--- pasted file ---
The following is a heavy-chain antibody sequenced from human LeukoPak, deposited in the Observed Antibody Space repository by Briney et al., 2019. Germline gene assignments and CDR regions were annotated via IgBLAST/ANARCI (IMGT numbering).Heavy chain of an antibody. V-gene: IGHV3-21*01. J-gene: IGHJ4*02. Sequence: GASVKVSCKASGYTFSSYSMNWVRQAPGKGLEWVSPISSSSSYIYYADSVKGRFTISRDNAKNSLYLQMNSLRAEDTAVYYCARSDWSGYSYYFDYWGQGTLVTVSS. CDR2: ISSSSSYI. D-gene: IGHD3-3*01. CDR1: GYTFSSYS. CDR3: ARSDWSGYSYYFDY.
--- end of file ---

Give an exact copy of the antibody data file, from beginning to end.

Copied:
The following is a heavy-chain antibody sequenced from human LeukoPak, deposited in the Observed Antibody Space repository by Briney et al., 2019. Germline gene assignments and CDR regions were annotated via IgBLAST/ANARCI (IMGT numbering).Heavy chain of an antibody. V-gene: IGHV3-21*01. J-gene: IGHJ4*02. Sequence: GASVKVSCKASGYTFSSYSMNWVRQAPGKGLEWVSPISSSSSYIYYADSVKGRFTISRDNAKNSLYLQMNSLRAEDTAVYYCARSDWSGYSYYFDYWGQGTLVTVSS. CDR2: ISSSSSYI. D-gene: IGHD3-3*01. CDR1: GYTFSSYS. CDR3: ARSDWSGYSYYFDY.